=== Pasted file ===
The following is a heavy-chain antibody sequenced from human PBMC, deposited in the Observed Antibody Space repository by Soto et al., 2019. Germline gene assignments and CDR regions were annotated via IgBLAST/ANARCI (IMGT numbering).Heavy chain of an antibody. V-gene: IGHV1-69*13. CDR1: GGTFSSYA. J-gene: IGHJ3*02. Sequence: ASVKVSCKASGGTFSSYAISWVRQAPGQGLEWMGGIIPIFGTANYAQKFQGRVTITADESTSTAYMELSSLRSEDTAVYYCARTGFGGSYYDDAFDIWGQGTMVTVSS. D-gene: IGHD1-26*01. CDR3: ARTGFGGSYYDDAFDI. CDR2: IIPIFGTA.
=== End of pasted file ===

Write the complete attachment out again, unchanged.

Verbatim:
The following is a heavy-chain antibody sequenced from human PBMC, deposited in the Observed Antibody Space repository by Soto et al., 2019. Germline gene assignments and CDR regions were annotated via IgBLAST/ANARCI (IMGT numbering).Heavy chain of an antibody. V-gene: IGHV1-69*13. CDR1: GGTFSSYA. J-gene: IGHJ3*02. Sequence: ASVKVSCKASGGTFSSYAISWVRQAPGQGLEWMGGIIPIFGTANYAQKFQGRVTITADESTSTAYMELSSLRSEDTAVYYCARTGFGGSYYDDAFDIWGQGTMVTVSS. D-gene: IGHD1-26*01. CDR3: ARTGFGGSYYDDAFDI. CDR2: IIPIFGTA.